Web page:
Researchers from the Department of Ethology at the University of Eotvos Lorànd have recently examined how dogs interpret human gestures in comparison to children. The study found that “smartest” dogs pay attention not only to the location of an object but also its appearance, suggesting a similarity in information processing to humans.
The phenomenon known as “spatial bias” involves interpreting information in relation to space. For instance, when showing children and dogs the location of an object, children understand it as an indication of the object, while dogs take it as a direction. This difference has now been explored in depth by the specific study.
In the study, 82 dogs were tested on behavioral tasks that evaluated their ability to learn the location of a reward relative to the characteristics of an object. The results revealed that “smarter” dogs learned faster, indicating a connection between their cognitive abilities and their ability to interpret information in more detail. To determine whether this “spatial bias” is related to sensory or cognitive issues, researchers measured the dogs’ head length (which correlates with visual acuity) and subjected them to cognitive tests.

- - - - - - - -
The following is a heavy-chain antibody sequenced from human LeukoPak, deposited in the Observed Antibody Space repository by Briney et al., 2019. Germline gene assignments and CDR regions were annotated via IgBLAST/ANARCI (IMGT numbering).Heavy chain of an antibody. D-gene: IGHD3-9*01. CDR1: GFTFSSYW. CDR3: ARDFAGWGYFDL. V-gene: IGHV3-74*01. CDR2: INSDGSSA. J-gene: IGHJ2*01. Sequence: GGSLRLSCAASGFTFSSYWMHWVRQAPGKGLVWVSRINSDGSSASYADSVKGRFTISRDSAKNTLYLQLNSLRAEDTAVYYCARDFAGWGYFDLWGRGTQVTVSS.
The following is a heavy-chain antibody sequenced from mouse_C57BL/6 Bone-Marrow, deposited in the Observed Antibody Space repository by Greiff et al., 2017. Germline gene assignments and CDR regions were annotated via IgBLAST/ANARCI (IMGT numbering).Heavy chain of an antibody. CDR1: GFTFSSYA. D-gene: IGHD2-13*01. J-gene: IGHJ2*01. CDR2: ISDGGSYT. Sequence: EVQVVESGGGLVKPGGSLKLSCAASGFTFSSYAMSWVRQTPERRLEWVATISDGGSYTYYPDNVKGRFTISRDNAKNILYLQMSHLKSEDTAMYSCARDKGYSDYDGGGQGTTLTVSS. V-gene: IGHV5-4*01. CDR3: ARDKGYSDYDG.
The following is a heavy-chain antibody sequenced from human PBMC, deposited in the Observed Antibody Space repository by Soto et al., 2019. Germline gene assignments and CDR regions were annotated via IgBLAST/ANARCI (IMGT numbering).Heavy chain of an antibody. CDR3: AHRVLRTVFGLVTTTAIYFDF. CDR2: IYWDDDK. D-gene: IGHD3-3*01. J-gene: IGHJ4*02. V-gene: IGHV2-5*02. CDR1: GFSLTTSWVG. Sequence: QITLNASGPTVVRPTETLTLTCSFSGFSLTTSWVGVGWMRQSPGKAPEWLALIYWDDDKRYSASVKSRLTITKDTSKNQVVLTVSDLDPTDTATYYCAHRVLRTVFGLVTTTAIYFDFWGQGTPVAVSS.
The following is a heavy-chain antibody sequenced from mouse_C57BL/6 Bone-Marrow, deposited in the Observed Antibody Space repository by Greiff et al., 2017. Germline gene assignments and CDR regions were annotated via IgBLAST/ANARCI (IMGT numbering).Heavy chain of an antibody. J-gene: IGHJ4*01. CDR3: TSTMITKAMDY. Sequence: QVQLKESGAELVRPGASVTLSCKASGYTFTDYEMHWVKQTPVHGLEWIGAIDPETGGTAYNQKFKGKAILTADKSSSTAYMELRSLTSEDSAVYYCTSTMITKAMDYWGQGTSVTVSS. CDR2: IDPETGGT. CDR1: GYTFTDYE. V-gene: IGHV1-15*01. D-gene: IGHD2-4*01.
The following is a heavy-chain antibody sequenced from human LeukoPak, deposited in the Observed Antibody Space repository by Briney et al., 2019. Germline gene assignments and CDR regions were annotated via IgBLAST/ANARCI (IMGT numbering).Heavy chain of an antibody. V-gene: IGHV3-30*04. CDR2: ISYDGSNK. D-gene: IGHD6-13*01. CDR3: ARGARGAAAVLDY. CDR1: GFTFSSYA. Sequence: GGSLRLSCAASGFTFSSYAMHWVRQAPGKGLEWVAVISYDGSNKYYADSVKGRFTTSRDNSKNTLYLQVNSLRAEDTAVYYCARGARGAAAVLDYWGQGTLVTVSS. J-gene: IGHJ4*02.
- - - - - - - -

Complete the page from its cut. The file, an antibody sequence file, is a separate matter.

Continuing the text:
The findings showed that dogs with better visual and cognitive abilities exhibited a reduced “spatial bias.” Therefore, this study provides new insights into understanding how dogs think and suggests that their ability to interpret information goes beyond simple vision.